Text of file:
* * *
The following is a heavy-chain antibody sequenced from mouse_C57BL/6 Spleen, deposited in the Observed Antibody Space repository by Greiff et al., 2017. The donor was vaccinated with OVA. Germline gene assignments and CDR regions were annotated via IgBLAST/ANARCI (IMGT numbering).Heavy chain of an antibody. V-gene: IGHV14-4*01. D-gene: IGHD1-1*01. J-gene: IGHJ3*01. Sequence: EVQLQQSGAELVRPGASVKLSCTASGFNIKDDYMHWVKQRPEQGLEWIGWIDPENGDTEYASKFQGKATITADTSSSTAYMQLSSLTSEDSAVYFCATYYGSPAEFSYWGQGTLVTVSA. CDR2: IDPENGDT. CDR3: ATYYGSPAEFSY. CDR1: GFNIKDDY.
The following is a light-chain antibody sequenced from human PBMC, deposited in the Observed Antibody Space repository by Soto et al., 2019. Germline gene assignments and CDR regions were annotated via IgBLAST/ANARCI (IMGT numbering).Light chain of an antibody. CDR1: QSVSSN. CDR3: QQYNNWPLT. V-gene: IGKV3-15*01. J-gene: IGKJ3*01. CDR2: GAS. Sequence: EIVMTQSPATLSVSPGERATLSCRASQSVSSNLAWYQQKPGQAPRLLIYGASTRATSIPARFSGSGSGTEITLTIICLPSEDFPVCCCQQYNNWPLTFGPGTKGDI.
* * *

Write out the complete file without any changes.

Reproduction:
The following is a heavy-chain antibody sequenced from mouse_C57BL/6 Spleen, deposited in the Observed Antibody Space repository by Greiff et al., 2017. The donor was vaccinated with OVA. Germline gene assignments and CDR regions were annotated via IgBLAST/ANARCI (IMGT numbering).Heavy chain of an antibody. V-gene: IGHV14-4*01. D-gene: IGHD1-1*01. J-gene: IGHJ3*01. Sequence: EVQLQQSGAELVRPGASVKLSCTASGFNIKDDYMHWVKQRPEQGLEWIGWIDPENGDTEYASKFQGKATITADTSSSTAYMQLSSLTSEDSAVYFCATYYGSPAEFSYWGQGTLVTVSA. CDR2: IDPENGDT. CDR3: ATYYGSPAEFSY. CDR1: GFNIKDDY.
The following is a light-chain antibody sequenced from human PBMC, deposited in the Observed Antibody Space repository by Soto et al., 2019. Germline gene assignments and CDR regions were annotated via IgBLAST/ANARCI (IMGT numbering).Light chain of an antibody. CDR1: QSVSSN. CDR3: QQYNNWPLT. V-gene: IGKV3-15*01. J-gene: IGKJ3*01. CDR2: GAS. Sequence: EIVMTQSPATLSVSPGERATLSCRASQSVSSNLAWYQQKPGQAPRLLIYGASTRATSIPARFSGSGSGTEITLTIICLPSEDFPVCCCQQYNNWPLTFGPGTKGDI.